Lawrence Wright's 2009 feature story for The New Yorker, "Captives," includes the kind of mind-blowing detail that makes the Israeli-Palestinian clashes in the Gaza strip jump off the page. It's as if Wright took the hard facts, numbers and dates of this confounding conflict and froze them in tableaux. He then illustrates these points with terrifying clarity to present graphic pictures of the horror of war: a café where dead people sit upright on barstools in front of full beers; a kid's TV show in which fuzzy animal characters are stabbed to death.
Wright's play, "The Human Scale," brings his almost painfully visceral journalism to the stage. Large swaths of his article, which is backed by varsity-level reporting, are the backbone for his nonfictional one-man show. In it, Wright tells the story of Gilad Shalit, an Israeli soldier taken hostage in 2006, who has become one of the symbols of the Israeli cause. Shalit's captors have called for the release of 1,400 Palestinian prisoners in exchange for Shalit's freedom. This bitter equation, where one Israeli life sits in diametric opposition to over a thousand Palestinian lives, is the lens through which Wright examines both the history and the real-time devastation in Gaza. Distilling the conflict in this way would make it seem as though Wright is partisan, but the playwright uses writerly flourish and meticulous research to dispute those claims.
Dressed in a simple plaid shirt and jeans, he performs "The Human Scale" on a set that is no doubt familiar to him: a chair and a table piled up with thick books and manuscripts. As Wright delivers his lines, images of felled cities and mangled limbs of the dead are projected behind him. He sits quietly as videos depict activists vowing revenge, and exhausted fathers wailing for lost children.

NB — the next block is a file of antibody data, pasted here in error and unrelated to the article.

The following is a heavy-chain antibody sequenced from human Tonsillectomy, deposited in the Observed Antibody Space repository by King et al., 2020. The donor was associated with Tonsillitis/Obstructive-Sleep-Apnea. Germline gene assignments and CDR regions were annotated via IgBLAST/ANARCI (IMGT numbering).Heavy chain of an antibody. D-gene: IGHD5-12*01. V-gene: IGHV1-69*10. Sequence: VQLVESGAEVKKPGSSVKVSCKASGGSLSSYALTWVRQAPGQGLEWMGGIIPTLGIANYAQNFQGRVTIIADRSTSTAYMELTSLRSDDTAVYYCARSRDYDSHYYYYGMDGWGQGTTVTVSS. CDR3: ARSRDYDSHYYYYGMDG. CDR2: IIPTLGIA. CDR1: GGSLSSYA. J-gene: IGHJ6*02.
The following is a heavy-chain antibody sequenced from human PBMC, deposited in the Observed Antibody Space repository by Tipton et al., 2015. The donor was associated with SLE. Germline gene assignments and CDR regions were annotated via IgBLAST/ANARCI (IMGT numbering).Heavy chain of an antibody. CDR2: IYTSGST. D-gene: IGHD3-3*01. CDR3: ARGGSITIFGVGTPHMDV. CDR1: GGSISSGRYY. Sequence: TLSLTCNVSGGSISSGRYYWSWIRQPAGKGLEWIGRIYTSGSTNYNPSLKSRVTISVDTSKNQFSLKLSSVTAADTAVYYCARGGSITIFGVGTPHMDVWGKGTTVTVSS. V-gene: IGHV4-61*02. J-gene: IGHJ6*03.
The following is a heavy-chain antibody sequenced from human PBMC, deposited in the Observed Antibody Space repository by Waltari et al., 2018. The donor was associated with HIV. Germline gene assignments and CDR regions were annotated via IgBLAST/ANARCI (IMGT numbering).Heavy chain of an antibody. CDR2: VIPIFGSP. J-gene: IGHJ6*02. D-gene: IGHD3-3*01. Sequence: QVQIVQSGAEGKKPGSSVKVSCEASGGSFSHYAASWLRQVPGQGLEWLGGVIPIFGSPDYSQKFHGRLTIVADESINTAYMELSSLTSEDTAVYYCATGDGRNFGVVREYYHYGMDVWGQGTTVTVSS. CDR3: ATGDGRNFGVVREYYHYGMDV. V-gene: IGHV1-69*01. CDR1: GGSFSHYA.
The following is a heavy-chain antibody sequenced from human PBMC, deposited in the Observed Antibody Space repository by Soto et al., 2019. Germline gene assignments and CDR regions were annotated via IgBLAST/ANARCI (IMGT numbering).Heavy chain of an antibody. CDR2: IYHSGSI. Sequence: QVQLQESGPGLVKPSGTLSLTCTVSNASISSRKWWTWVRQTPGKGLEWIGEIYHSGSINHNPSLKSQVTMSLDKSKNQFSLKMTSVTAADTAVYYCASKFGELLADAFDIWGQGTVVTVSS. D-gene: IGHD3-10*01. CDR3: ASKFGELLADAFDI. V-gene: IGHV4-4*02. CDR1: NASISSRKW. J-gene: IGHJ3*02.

"The Human Scale" shouldn't be compared to the glitz of Broadway or the off-beat fare of other downtown theater. The books that make up the play's spare set—Benny Morris' "1948: A History of the First Arab-Israeli War," the Goldberg Report, The Bible—are a clue to the play's mood and intention. It's easy to think, for example, that a file cabinet brimming with a reporter's meticulous notes and research might sit just offstage.
Though Wright is undoubtedly a wonderful journalist, he's the first to admit he is not an actor. The gentle Texas curl of his conversational speech sounds slightly stilted on stage, which is a testament to the barrage of dates and death tolls throughout the play's script. It's also clear from the tension on Wright's face during his monologue that he fears misrepresenting the conflict in Gaza by missing or misquoting a number.
Wright dances on the razor's edge of one of the most polarized, incendiary conflicts around, which makes it OK that the polish expected of live theater takes a back seat to his telling of an essential, important story.
As he walks into the darkness offstage at the end of the play, Wright leaves the audience with a thought-provoking question: "As long as the scale that measures the value of human lives is so out of balance, can there ever be peace?"
Hopefully, Wright's audiences will consider the Israeli-Palestinian conflict with as much detail and dedication as he does.
Lawrence Wright performs "The Human Scale" through October 31 at the 3LD Art and Technology Center.